Pulsatile Flow is not a Magic Bullet for Congenital Heart Surgery Patients during CPB Procedures

Artif Organs. 2019 Oct;43(10):943-946

The objective of this editorial is to clarify common myths related to the effects of pulsatile flow on circuit optimization and vital organ recovery in congenital heart surgery patients undergoing CPB.

The debate over the importance of pulsatile flow has been discussed since Hippocrates and Aristotle; however, in 1955, Wesolowski performed the initial laboratory studies in pulsatile versus non-pulsatile perfusion during cardiopulmonary bypass (CPB) procedures. Although early CPB pulsatile pumps introduce greater complexity and only marginal benefits in the 1950s and 1960s, a few pulsatile roller pumps showed advanced commercial production and clinical use in the late 1970s and early 1980s after demonstrating lower mortality rates and a decreased need for postoperative intra-aortic balloon pulsation.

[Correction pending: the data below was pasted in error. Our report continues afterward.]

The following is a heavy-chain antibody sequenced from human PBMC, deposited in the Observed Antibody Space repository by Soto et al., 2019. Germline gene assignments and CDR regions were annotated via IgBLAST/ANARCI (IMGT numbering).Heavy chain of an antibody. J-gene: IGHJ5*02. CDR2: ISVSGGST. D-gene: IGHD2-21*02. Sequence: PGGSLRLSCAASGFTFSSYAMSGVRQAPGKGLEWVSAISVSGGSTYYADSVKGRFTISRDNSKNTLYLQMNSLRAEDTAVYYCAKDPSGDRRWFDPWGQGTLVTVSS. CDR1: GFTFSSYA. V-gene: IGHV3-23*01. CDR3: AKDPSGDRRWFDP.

The objective of this editorial is to clarify common myths related to the effects of pulsatile flow on circuit optimization and vital organ recovery in congenital heart surgery patients undergoing CPB using data generated at the Penn State Pediatric Cardiovascular Research Center.

The following are the major myths and truths regarding this 60-year controversy.